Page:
Saturday, September 15th, 2012

 

(Las Vegas Sun) Over the past four decades, the Hispanic portion of U.S. college enrollment has steadily increased, and for the first time ever, Hispanics are the largest minority group on college campuses, a new report indicates.

In Southern Nevada, institutions are executing plans to boost Hispanic enrollment and increase support services for minority students. Not only are the initiatives important to address the shifting demographics of Nevada’s schools, but they also could lead to one or more of the local colleges receiving federal Hispanic Serving Institution status, which can open doors to more funding.

According to a Pew Research Center report released in August, the number of 18- to 24-year-old Hispanics enrolled in college in the United States exceeded 2 million and reached a record 16.5 percent of all U.S. college enrollments in 2011. In 1972, the Hispanic share of U.S. college enrollments was 2.9 percent.

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As Hispanic college enrollment steadily climbs, local colleges prepare

Should Asians Be Excluded From Affirmative Action Programs/Diversity Scholarships In The United States?

Tuesday, September 4th, 2012

 

(Forbes) No.

The argument for race-conscious affirmative action is that, all other factors being equal, people of color still experience obstacles to pursuing an education based on subtle discrimination in policy or daily practice. This certainly applies to Asian Americans.Sure, the benefit given to an affluent Asian student should not be as great as that given to a lower-income Asian student, but I’m open to the possibility that this affluent Asian student still experiences more educational obstacles than similarly affluent white students.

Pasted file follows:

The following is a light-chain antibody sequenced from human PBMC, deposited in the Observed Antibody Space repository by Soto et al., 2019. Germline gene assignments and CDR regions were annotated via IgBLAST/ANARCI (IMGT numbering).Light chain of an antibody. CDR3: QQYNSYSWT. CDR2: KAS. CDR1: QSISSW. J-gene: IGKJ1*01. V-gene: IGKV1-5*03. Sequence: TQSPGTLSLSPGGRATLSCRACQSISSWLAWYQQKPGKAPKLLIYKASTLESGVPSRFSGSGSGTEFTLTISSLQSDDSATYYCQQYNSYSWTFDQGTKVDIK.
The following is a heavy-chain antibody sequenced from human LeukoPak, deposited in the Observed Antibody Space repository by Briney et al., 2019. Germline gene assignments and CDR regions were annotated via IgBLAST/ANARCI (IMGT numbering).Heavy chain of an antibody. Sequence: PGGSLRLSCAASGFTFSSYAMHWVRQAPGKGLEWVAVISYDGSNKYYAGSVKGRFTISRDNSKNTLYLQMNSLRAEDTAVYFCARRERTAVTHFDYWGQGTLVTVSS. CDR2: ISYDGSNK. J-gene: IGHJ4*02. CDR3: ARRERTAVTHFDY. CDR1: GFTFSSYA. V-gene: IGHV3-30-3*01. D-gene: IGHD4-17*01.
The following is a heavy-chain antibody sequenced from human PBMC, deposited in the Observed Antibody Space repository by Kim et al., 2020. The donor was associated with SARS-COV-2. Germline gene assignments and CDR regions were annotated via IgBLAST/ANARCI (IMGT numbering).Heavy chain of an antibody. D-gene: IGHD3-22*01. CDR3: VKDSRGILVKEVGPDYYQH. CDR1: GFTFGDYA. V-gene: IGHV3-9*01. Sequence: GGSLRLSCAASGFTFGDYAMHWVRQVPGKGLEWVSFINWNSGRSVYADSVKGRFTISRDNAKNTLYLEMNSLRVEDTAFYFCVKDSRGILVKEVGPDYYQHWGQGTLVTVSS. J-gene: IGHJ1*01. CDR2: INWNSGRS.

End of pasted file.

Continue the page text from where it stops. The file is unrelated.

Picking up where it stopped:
The basis of an affirmative action policy that evaluates race must consider the unique challenges experienced by Asian students. Consider the Asian American student population, which is widely diverse. Many students’ parents are immigrants. Some are immigrants themselves. While some students’ parents immigrated as college or graduate students themselves, others immigrated as refugees or migrant workers. Asian American households experience longer periods of continuous unemployment than any other group.[1] Many Asian American parents do not have English fluency, which limits civic participation. Asian Americans experience employment discrimination in a variety of sectors after graduation, as do their parents.[2] The proportion of legacy applicants among Asian students is much lower than that among white students, due to historically restrictive immigration.

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Should Asians Be Excluded From Affirmative Action Programs/Diversity Scholarships In The United States?

Latinos Top Minority College Enrollment, Pew Hispanic Center Finds

Saturday, August 25th, 2012

 

(National Journal) In 2011, Latinos for the first time became the largest minority group in four-year colleges and universities across the United States, according to a Pew Hispanic Center report.

The number of 18- to-24-year-old Latinos enrolled in college surpassed 2 million in 2011, accounting for 16.5 percent of the student population. The increase may be associated as much with population growth as with modest gains in high school graduation rates, according to the report released on Monday by the nonpartisan research center.

High school graduation rates reached an all-time high for Latinos in 2011, the Pew study found. The number of Latinos earning a high school diploma or General Education Development certificate increased to 76 percent in 2011, up from 73 percent in 2010, researchers said. Nearly 47 percent of those graduates were enrolled in a two-year community college or four-year undergraduate program.